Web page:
Fuel Tank Gauge

Filling up can be a complicated process, from what kind of fuel to use to what gas station can offer you the best deal, deciding what to fill up with and where to fill up is usually a process that most experienced drivers will have down to a tee. 

So this time around, we’ll be tackling how much fuel you should fill up in a single sitting. Is it better to go full? Is it better to go with a partial fill-up? Or is it best to make every trip count and fill your tank to the brim? 

Let’s start with the easiest thing to say at the station: “full tank.” What is the difference between this and the other kind of full tank? At a gas station, you will be asked: “automatic?” to which you have the choice to either say yes or no. If you say yes, the fuel pump will automatically shut off once the fuel level reaches a certain point. 

This is your standard full tank and what most people go with whenever they go to a gas station. The pro of this is that you won’t have to worry about making another trip to the station until you need to which can save you fuel if a station is out of the way, but more importantly, it saves you time. If you have to fill up only once, then it will be quite a while before you need to go back to the station. Your next trip will depend on your fuel tank capacity, the efficiency of your engine, and how efficient you drive. It also feels really good to drive around with a full tank of gas. 

The cons? Well, depending on your car, it can get really expensive for you especially if you are fueling up from the dreaded low fuel light. Small hatchbacks like the Toyota Wigo have small fuel tanks so filling these kinds of cars up might be easier to stomach than let’s say a Toyota Land Cruiser 300 with a 110-liter tank, yikes. Also, more fuel equals added weight, and you may consume a little more fuel while carrying around a full tank of gas. At this point, your car is at its heaviest given the number of passengers and the driving conditions are totally the same. You may suffer a tiny dip in fuel economy with a tank that is topped up as well, but that depends on a lot of variables. Worry not as your car will get lighter once you consume more fuel, however, so it evens things out a little bit. At an average density of 720 g/L, fuel can get quite heavy, even weighing as much as one passenger depending on the vehicle, our little Wigo has a fuel tank capacity of 33 liters, which translates to about 24 kilograms. That added weight could mean a lot, but then again having no fuel in a car is pretty bad.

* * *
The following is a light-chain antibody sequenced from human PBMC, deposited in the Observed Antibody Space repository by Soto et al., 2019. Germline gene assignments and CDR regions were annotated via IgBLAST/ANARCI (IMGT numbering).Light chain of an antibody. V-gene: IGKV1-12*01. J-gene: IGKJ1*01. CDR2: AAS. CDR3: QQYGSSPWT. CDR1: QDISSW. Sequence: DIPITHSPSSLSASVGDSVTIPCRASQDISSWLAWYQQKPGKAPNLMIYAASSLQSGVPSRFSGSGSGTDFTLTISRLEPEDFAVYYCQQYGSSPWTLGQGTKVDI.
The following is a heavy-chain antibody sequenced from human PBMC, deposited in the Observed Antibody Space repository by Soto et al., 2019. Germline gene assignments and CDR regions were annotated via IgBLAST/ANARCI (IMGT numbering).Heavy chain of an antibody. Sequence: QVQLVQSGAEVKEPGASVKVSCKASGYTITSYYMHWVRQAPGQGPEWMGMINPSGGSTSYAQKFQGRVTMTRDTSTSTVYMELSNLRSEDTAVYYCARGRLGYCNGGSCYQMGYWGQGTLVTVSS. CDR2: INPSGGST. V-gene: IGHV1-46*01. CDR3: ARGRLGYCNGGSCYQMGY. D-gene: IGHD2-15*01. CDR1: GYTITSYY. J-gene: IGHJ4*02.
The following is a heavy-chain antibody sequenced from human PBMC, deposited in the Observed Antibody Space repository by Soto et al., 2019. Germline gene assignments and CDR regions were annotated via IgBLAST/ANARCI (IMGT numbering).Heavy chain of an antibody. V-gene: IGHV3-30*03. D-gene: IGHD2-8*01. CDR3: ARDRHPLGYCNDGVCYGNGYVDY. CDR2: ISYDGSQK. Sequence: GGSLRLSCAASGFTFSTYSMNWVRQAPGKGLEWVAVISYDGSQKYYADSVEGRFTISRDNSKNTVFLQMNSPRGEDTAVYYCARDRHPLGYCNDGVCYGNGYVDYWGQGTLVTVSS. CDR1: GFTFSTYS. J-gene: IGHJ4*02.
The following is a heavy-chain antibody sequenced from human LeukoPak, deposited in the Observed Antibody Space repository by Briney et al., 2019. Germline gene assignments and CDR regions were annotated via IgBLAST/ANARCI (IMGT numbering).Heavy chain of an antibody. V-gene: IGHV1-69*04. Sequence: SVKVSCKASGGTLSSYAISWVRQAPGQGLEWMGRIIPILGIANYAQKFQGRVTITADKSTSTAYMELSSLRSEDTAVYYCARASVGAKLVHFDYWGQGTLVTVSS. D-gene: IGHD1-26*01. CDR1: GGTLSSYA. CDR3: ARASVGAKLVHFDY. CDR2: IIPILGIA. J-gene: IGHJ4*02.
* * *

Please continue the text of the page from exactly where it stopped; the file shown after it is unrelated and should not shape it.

There are two types of people when topping up, the first is the “automatic” guy, and the second is the one that’ll fill the tank all the way up to the fuel cap. There’s nothing illegal or wrong with asking for a top-up or “sagad” at a fuel stop. Again, the same pros and cons apply for a standard full tank, but be careful of a few things. 

Filling up to the brim is fine but make sure not to overfill your gas tank past the fuel cap. There are some breather valves and drain holes near your gas cap to keep your fuel from getting contaminated with water and other debris. The closer you get to this hole, the more likely it may come into contact with contaminants especially if your car is on the older side and the fuel cap’s seals aren’t in the best condition anymore. 

There are many ways to fill up a partial tank, and there are a few pros and cons to this as well. For starters, you could be on a fuel budget, and have a set amount of cash set aside for your traveling expenses every month or every week. In this case, it may be better for you and your wallet to keep track of your expenses by asking for specific amounts of fuel at a time. It also pays to know how far your car can go given the amount of fuel that you’ve filled up with so you know how much fuel you need for your particular journey. 

The con of this is that you will have to take more trips to the gas station. It’s not optimal if you want to save time, however, since fueling up takes precious minutes away from your travel times or your time in general. 

Filling up halfway or partially, however, is a little more optimal for your car’s power to weight ratio, and you will see a slight improvement in fuel efficiency since it’s not hauling as much weight as before. Numerically speaking, you might see a small percent gain of around one to two percent, but realistically, it’s not much of a difference and you probably might spend more fuel getting fuel. 

So with all that being said, and putting everything into perspective, the best solution is to adopt both kinds of strategies. First off, fuel prices are changing all the time. Price watchers tend to get excited about every rollback that they fill up full every time there is a price rollback. If there will be a price hike, however, it’s better to fill up a day before the new prices set in, and what better way to fill up before a price hike than with a full tank of gas? If you can get your full tank of fuel cheaper, why not? 

However, once the fuel price hikes hit and you find yourself on a budget, it would be more advisable to fill up your tank just enough so you don’t overpay for a full tank of gas. For some cars, a full tank can last as long as a week or two depending on how much you drive your car. Remember, if you fill up with a full tank a day before a price rollback, you’ll be rolling around with fuel that’s more expensive than what it could have been if you just waited a day. 

In summary, it’s good practice to be on your guard and pick your strategy accordingly and be an eagle-eyed fuel price watcher. Full tank when cheap, partial when expensive. 

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